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Lecture 6

Lecture 6 - Neuroscience 2.docx

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McMaster University
Joe Kim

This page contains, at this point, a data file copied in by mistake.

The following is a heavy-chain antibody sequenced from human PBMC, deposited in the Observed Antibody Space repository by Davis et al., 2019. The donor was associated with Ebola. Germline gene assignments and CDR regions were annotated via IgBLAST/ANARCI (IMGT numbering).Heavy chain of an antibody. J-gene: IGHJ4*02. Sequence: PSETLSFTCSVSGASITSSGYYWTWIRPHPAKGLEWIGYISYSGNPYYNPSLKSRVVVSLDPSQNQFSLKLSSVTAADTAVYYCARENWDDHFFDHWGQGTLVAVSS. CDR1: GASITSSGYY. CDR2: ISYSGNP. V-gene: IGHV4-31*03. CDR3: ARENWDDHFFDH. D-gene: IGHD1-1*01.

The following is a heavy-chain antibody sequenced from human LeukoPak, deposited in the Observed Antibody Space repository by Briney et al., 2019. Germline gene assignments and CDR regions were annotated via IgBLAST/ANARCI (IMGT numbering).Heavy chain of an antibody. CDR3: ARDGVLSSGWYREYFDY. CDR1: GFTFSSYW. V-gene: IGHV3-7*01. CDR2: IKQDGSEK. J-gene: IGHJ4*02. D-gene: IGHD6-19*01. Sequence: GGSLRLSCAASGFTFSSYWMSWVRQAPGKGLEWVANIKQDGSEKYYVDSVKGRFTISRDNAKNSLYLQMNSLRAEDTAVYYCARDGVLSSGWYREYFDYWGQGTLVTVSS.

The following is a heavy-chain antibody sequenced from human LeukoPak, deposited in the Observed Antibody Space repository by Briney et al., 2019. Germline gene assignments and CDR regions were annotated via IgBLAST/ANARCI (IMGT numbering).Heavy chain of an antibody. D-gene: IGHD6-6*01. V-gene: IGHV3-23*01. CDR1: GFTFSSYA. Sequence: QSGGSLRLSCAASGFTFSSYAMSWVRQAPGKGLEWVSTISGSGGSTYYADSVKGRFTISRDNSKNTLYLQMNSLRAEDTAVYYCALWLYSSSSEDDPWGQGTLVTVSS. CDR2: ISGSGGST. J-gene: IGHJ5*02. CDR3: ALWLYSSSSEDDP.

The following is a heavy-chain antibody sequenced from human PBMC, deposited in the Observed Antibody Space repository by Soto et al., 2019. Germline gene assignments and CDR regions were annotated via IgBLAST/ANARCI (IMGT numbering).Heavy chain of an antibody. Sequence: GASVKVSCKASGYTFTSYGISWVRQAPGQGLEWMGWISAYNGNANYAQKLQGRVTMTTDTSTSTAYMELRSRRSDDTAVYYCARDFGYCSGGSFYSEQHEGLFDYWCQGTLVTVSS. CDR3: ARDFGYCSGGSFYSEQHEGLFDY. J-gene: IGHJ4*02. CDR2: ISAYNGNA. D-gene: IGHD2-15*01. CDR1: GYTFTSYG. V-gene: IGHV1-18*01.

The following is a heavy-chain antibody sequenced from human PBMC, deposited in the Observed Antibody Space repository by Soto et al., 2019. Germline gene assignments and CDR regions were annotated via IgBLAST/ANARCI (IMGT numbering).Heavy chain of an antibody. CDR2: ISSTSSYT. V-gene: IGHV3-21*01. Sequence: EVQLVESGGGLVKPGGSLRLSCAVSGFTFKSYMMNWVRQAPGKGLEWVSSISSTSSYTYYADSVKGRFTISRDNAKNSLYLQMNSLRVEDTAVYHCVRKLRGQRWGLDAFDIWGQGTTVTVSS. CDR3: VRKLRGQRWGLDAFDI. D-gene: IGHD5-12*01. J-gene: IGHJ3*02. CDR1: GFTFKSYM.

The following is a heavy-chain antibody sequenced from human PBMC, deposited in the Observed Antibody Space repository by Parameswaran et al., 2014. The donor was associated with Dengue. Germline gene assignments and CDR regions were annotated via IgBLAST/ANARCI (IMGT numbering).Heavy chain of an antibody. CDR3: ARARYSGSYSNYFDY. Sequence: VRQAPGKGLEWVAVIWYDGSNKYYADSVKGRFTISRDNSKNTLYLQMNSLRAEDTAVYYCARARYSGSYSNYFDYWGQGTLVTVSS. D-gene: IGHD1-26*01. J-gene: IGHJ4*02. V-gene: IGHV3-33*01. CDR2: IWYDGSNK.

Lecture 6: Neuroscience 2 Module Notes: • Ventral = toward the front • Dorsal = toward the back • Lateral = toward the outside • Medial = toward the middle • Rostral = toward top • Caudal = toward bottom o Lesion Studies • Neuroscientists often interested in case studies of accidental brain injury, linking anatomy with associated cognitive & behavioral deficits • Phineas Gage (1848) worked railway construction  terrible accident: 3 foot iron rod completely through left cheekbone and top of skull • Gage survived & recovered almost entirely (some loss of vision & facial disfigurement) • Aonce upbeat, caring person, he became prone to selfish, erratic, unreliable • Supports the view that brain has specialized structures for complex behaviors - *Unlike this case study, most human brain lesions are not isolated to a specific structure within the brain - This makes it more difficult to assign impaired function to specific brain areas - This problem can be overcome: study specific brain lesions in animal models - Researcher destroys/inactivates a brain region  observes behaviour - Accuracy of results/understanding of lesion depends on precision of lesion - Varieties of behaviour can be affected by one lesion (*complex brain) o Stimulation • Alternative to lesioning • Electrically stimulate area of the brain and observe result on behaviour to build an anotomical map related to function • Used by Canadian neurologist Penfield • Penfield revolutionized techniques in brain surgery • Perfected “Montreal Procedure” to treat patients w/ extreme epileptic seizures • Had to be sure critical areas of brain were left intact • Brain = no pain receptors  patient could be under local anesthetic & fully conscious, “working with Penfield” to probe the exposed brain to locate and remove scarred tissues that caused seizures • He used thin wire w/ small electric charge to stimulate cortex  causes individual neurons to fire • Allowed him to accurately map perceptual processes & behaviours to brain • This revealed precise functions for unmapped regions of brain o Single Cell Recording • Also uses electrodes  record ongoing electrical brain activity • Small electrode inserted into nervous tissue small animal model • Tip held just outside cell body of individual neuron • Neural activity recorded while animal performs task/ reacts to stimulus • Firing pattern reveals specific neuron’s function role • Reveals info on only a limitted part of brain o Structural Neuroimaging • Reveals info on large-scale structure and function • First structural imaging technique: neural tomography (or CT) • During CT scan, series of X ray slices or brain taken, then pieced together  produce quick, inexpensive pic. of brain • Often helpful to diagnose brain injuries • Limitation of CT: low resolution = difficult to analyze fine brain anatomy • Now more commonly use MRI (magnetic resonance imaging) • Gives more detailed images • Powerful magnetic fields generated, aligning H atoms in brain • While H+ atoms aligned, MRI localizes tissues precisely throughout the brain o Functional Neuroimaging • Cognitive neuroscientists can use functional image technique: PET scan (possitron emission tomography) – subtractive method • Shows how brain function relates to cognitive tasks (language & memory) • Radioactive tracer of glucose or oxygen injected into bloodstream - radioactive molecules travel to brain, then used in metabolic processes  allows them to be detected by PET scan • More active brain areas use more metabolic resources, so image of brain’s activity can be created • Disadvantage of PET: requires radioactive tracer to be injected (invasive) • fMRI (functional magnetic resonance image) often preferred  can produce relatively clear image of brain activity without radioactive tracer • Subtractive method • fMRI : measures amount of blood O2 dependent signal, uses many of same principles as MRI • Able to measure relative use of O2 throughout brain • Uses same basic function as PET scan (more active areas of brain require more metabolic resources) • Limitations: provides only rough image of brain activation • Oxygen use by brain often spikes few seconds later than spikes of activity in brain (few seconds = long time in terms of brain function) • fMRI = not best method if interested in precise timing of brain activation • EEG (electroencephalogram): electrical activity of brain recorded through scalp • Wear cap of highly sensitive electrodes • Provides only rough image of brain’s overall activity from populations of neurons, but with “clever modifications” can be more informative • Event-related potential (ERP) experiment: specific stimulus presented to subject repeatedly while EEG recording • EEG normally produce noisy waves, the stimulus can have small, consistent effect on readout • By averaging EEG signal across many trials, noise can be balanced out • What remains = characteristic signal • ERP signals can be hard to interpret , but there are number of reliable signals reported in literature that serve as markers for diff. neural processes • Ie) N170 Wave: corresponds to face processing • When combined w/ behavioral measure, EEG & ERP signals = informative markers with precise temporal resolution, on the order of milliseconds Brain Regions: o Hindbrain • All info in and out of brain travels through cranial nerves or spinal cord • These connect to hindbrain at base of brain • Hindbrain contains: medulla, pons, reticular formation, cerebellum • Evolutionarily ^ structures are oldest parts of brain (found in nearly all vertebrate species) • Primarily involved in regulation of vital body functions • Medulla: - Most caudal part of hindbrain - Lies directly above spinal cord - Looks like extension of spinal cord - Plays imp. role in vital functions (breathing, HR, digestion, reflexes) • Pons: - Small structure rostral to medulla - Relays info about movement from cerebral hemispheres to cerebellum - Contains number of nuclei that’re generally part of reticular formation - Posesses some auditory info - Involved in some aspects of emotional processing • Ascending Reticular Formation: - AKAreticular activating system (RAS) - Primarily involved in arousal & motivation - May be part of large network responsible for conscious experience - Plays role in circadian rhythms - Damage to RAS leads to devastting losses in brain function - In extreme cases leads to permanent coma • Descending Reticular Formation: - Involved in posture, equilibrium & motor movement • Cerebellum: - Translates to “little brain” - Resembles miniature version of entire brain - Maestro of the orchestra (coordinates all movement **) - Motor commands pass through cerebellum as they signal muscle contracitons - During production of movement, sensory signals return to cerebellum allowing immediate correction of movement - Damage to cerebellum = jerky, exaggerated movements or overshooting/missing targets completely o Midbrain • Relatively small region between hindbrain & forebrain • Midbrain contains 2 major subdivisions: tectum & tegmentum • Within these 2 regions = number of structures involved in variety of functions: perception, arousal, motor control • Tectum: - Located in dorsal portion of midrain - Controls 2 primary structures: superior & inferior colliculi - These structures involved in perception and action - Superior Colliculus: eye movements & visual reflexes - Inferior Colliculus: auditory integration • Tegmentum: - Contains nuvlei of reticular formation, the red nucleus & substantia nigra - Red Nucleus: - One of most important structures in vertebrates w/ less complex brains, needed for regulation & production of eye movement - In humans with advanced forebrain structures, red nucleus plays lesser role in production of movement and serves primarily as relay station for information from higher motor areas to and from cerebellum & spinal cord - In still developing brain of young infants, motor behaviors may be controlled by red nucleus - Substantia Nigra: - Imp, highly interconnected region of midbrain - Projections into variety of forebrain regions - Involved in motor planning, learning, reward seeking - Contains neurons that produce neurotransmitter dopamine, which is released in high [] during variety of rewarding behaviors - Artificial rewards such as drugs of abuse act to increase dopamine in synaptic cleft to unnatural levels (contributes to addictive properties) - Damage to dopaminergic neurons in substantia nigra leads to reduced levels of dopamine - ^ Directly implicated in motor tremors characteristic of Parkinson’s disease o Forebrain • Contains structures involved in complex functions: emotion, memory, perception, thought • Largest region of brain • Examine in 2 sections: subcortical structures of limbic system, then cortex itself & the sheet of neurons lying on outside of brain 1. Limbic System: • Hypothalamus: - Controls several integrative functions: directing stress responses, regulates energy metabolism by influencing feeding, digestion & metabolic rate, regulating production through hormonal control of mating, pregnancy & lactation - Summarized: 4F’s  fight, flight, feeding Reproduction (fucking) - Exhibits these roles thru a) neurons capable of producing variety of hormones & b) connectionsbetween pituitary gland and key subcortical structures that lie below surface of cortex - Pituitary Gland: - Size of garbanzo bean, lies inferior to hypothalamus - Regulates & releases many vital hormones  often called master gland - Contains 2 subregions: anterior & posterior pituitary - Anterior pituitary: receives signals from brian (usually via hypothalamus), releases stimulating hormones  regulate other important endocrine glands like thyroid, testes, ovaries & adrenas - Posterior Pituitary: extension of hypothalamus & only releases 2 hormones called oxytocin and vasopressin - Oxytocin involved in basic physiological functions (lactation and uterine cotnractions) in women & can play role in bonding, love and trust - Vasopressin = vital blood hormone: interacts with kidneys to regulate thirst & glucose levels • Thalamus: - Large structure near centre of brain - Often called “relay station” to cerebral cortex - Axons from every sensory modality (except olfaction) synapse in thalamus, which processes and relays info selectively to cerebral cortex - Output from cerebellum & limbic system first relay through thalamus on way to cortex • Amygdala: - 2 symmetrical almond-shaped structures located below surface of each temporal lobe - Receive sensory info from thalamus, contain nuclei which plays role in decoding emotions- particularly stimuli that may be threatening - During intense emotions, amygdala = very active - When nuclei of amygdala are damaged, animals often show deficits in classical conditioning of fear responses - Amygdala functions = implicated in disorders like post-traumatic stress • Hippocampus: - Horseshoe shaped structure, in temporal lobe - Involved in memory formation - Activity here related to ability to hold short-term memories, may be involved in process of transferring short-term memories to long-term - Connected to amygdala (may be reason why strong emotions triggered by particular memories) - Plays vital role in ability to navigate through world - May contain a “spatial map” of world around - One of few regions of